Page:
The ironies of the Venezuelan opposition, part 5


“I’ve been to Táchira, Mérida, Zulia and Falcón*. I demand that Maduro halt his campaign!”

Oh, Majunche. Your campaign may as well be managed by Walt Disney, because there’s a distinct odor of mouse about it. Only this mouse is old and dead, and has been stinking for several years now. Eleven, to be exact. You’d think they could at least come up with a fresh campaign strategy after all this time, but no. They’re still up to the same old dirty gringo tricks:

A leaked document indicates that the right-wing candidate, Henrique Capriles Radonski, met for seven hours with the top brass of the Venezuelan ultra-right and discussed, intensively, how to proceed in the face of the “flood of people who follow Maduro.” Included in the group were members of the clergy, US advisors, and Spaniards.

According to a dossier presented before the National Assembly by deputy Julio Chávez, the meeting dealt with two fundamental points: Not attending the April 14 elections, or designing an “honorable” exit for their candidate but leaving tensions and political chaos in his wake.

In the first case, according to the document, the US agents, who held sway over the meeting, reasoned that “at the moment, you should plan on attending the elections, because millions of opposition voters require a compelling partisan orientation in the face of the ‘overwhelming power’ of the government.”

They had to “plan a strategic exit because it will be very difficult to overcome the other candidate, Nicolás Maduro. Very well, so this exit should be based solidly on facts, with juridical elements, with international mobilization, with the help of the powerful media allied with the IAPA (Inter-American Press Association): US and Spanish media above all.”

Further, the document states: “A group of experts in political tensions, chaos and destabilization must work to design an objective that will lead to an honorable exit for the candidate, but which will leave an unmanageable constitutional and juridical disturbance in its wake, something like leaving the nation without constitutional language.”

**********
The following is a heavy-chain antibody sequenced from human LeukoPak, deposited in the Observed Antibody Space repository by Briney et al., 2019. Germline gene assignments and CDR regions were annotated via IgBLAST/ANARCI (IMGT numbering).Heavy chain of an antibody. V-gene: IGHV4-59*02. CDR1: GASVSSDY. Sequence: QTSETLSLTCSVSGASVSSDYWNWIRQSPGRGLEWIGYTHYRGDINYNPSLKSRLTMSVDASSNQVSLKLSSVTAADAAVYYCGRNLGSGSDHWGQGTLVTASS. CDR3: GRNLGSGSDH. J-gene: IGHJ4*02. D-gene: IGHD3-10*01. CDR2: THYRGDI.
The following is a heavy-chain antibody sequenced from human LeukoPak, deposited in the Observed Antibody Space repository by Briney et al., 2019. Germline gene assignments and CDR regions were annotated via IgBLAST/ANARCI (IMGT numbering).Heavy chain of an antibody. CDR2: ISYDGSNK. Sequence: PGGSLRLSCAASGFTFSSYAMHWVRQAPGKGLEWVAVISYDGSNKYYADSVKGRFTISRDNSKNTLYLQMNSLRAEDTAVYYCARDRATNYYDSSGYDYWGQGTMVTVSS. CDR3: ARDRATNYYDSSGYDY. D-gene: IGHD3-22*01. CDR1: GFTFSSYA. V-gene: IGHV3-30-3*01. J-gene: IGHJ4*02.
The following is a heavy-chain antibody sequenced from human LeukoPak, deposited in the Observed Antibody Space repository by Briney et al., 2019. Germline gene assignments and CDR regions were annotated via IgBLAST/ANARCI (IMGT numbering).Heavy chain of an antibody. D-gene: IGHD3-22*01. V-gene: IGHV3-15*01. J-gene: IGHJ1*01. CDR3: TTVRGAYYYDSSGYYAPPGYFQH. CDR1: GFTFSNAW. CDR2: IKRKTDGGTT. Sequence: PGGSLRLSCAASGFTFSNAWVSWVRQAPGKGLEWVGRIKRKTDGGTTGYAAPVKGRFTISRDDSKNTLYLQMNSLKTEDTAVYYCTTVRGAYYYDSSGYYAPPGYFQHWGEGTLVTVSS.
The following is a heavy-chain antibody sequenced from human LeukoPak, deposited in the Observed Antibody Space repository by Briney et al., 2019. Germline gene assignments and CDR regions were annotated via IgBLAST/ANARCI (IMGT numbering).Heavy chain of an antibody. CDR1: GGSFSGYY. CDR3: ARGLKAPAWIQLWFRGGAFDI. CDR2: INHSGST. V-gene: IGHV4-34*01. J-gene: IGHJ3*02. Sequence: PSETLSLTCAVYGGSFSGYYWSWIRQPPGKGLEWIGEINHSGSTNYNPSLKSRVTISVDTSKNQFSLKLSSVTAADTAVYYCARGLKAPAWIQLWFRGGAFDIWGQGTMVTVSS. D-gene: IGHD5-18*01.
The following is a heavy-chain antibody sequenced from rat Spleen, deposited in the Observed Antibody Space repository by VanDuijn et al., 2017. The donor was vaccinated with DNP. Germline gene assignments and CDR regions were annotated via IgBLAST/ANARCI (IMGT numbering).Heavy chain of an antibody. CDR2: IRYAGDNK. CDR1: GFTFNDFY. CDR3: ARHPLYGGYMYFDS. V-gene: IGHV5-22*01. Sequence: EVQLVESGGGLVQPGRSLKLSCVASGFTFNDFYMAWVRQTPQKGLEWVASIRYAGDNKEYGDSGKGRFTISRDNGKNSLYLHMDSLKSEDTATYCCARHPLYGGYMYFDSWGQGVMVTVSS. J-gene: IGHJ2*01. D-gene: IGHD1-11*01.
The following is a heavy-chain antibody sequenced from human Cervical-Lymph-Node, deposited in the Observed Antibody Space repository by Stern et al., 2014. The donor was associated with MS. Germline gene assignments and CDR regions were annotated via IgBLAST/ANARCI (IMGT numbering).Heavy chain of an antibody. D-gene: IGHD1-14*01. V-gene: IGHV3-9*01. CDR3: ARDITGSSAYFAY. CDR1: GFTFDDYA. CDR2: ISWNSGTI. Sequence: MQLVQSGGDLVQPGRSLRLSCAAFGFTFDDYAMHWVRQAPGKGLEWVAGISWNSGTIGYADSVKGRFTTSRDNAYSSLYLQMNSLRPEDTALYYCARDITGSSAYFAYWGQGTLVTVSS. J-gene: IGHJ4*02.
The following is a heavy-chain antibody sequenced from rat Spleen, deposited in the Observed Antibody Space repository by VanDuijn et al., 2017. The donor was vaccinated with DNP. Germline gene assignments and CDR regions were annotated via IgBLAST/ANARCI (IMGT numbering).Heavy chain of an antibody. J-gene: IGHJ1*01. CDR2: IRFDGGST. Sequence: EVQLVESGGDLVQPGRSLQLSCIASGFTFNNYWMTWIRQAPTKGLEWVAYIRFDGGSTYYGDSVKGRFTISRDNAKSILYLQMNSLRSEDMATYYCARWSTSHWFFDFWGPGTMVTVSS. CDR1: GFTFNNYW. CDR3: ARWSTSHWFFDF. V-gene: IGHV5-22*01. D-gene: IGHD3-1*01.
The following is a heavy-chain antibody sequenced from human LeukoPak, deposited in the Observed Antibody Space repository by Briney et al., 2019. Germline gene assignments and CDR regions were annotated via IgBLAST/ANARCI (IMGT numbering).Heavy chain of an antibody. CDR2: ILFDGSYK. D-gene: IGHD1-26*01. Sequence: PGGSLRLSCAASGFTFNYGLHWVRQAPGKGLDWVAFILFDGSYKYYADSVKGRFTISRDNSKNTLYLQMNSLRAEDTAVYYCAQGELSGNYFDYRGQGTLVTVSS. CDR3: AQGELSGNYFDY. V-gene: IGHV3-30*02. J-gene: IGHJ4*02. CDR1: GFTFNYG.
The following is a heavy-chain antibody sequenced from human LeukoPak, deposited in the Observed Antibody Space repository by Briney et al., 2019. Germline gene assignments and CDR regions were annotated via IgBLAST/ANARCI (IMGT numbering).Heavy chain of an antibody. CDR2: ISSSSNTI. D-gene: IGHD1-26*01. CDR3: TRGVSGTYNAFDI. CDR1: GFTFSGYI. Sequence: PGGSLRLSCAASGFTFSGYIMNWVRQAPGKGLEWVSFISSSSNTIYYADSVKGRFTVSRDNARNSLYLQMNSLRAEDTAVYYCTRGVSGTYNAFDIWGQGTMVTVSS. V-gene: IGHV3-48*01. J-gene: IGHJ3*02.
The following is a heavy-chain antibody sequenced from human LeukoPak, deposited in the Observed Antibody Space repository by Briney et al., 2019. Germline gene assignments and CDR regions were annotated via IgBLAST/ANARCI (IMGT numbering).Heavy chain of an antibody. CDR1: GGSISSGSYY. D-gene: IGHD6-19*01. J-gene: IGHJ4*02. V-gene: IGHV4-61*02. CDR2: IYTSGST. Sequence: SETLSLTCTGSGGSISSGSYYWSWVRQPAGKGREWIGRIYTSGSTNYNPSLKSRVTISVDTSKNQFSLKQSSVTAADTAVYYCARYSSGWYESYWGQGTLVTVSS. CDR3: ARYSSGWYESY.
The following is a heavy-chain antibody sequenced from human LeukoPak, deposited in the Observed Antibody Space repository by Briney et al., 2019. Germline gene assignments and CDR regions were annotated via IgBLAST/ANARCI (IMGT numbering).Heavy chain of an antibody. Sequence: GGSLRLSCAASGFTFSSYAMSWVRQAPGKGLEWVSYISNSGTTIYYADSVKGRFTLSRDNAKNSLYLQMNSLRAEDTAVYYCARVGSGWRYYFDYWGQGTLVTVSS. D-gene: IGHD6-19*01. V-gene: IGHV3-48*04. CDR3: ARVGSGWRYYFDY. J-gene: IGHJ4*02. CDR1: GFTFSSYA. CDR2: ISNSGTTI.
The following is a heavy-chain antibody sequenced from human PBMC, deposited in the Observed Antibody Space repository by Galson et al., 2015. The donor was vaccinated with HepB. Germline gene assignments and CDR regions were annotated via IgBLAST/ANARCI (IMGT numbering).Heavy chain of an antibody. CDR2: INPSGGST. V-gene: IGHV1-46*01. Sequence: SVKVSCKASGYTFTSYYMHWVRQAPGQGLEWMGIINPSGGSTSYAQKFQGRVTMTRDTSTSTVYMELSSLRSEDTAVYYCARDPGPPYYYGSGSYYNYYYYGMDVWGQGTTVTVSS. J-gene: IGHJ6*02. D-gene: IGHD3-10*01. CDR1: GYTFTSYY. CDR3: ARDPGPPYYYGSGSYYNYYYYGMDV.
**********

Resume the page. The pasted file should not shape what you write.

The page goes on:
The dossier continues: “In the hands of the experts in these traumas, Capriles will have a ‘graceful’ exit from the campaign.”

One must take into account that for these crimes, in which many innocents will fall, the North American empire is implacable. Once more it will set in motion this category of terrible events which will be aimed at derailing the democratic direction of the republic. Commotions which we have already lived through in the past, or maybe much more refined ones, said the deputy.

Among the destabilizing actions, marked with an underlined “Could be”:

1. Electrical sabotages
2. Food speculation and artificial shortages
3. Airport accidents, and great tragedies like those of the Amuay refinery last year
4. Introductions of viruses or terrible disease outbreaks
5. Assassinations of opposition parliamentarians, as well as those of the Revolution
6. Sabotage of the Caracas Metro subway
7. But PRINCIPALLY, organizing some great massacre of followers of Capriles during some public act, provoked by themselves, which will “oblige” the candidate [Maduro] to not continue his campaign, which is “evidently opportunistic, bloody, and directed by an opprobrious régime, dominated by the criminal powers of Fidel Castro and international terrorism”.

We alert all the people not to fall victim to provocations, and to remain vigilant, firm and serene in the face of the most terrible circumstances and adversities.

Translation mine.

So, since Maduro is already a front-runner by a margin of no fewer than 14 percentage points, it’s clear that they need to cover their loser butts with something. And that something, just as in April 2002, is VIOLENCE. And destabilization and artificial food shortages, as in the following year, when they tried to knock Chavecito’s pins out from under him with an economic putsch.

But mainly they’re going to go for violence, which they will then try to pin on Maduro, claiming he’s really a puppet of Fidel Castro. What a joke, since Castro is retired from political office and in no position to pull strings on anyone. And Nicolás Maduro is nobody’s puppet…unlike Majunche, who is very much the puppet of US interests, and those of Spain too, to a lesser extent.

But such is the nature of VenOpIronía: projection, projection, projection. Everything they’re going to say of Maduro, is actually true of only one party, and that’s their own.

It would be quite funny, if it didn’t involve so much bloodshed and horror.

*Táchira, Mérida, Zulia and Falcón are the only states remaining that have opposition governors. All the rest have PSUV governments, elected shortly after Chavecito’s big victory of October 7. So Majunche’s “tour” has consisted mainly of preaching to the choir. He isn’t even trying to win.

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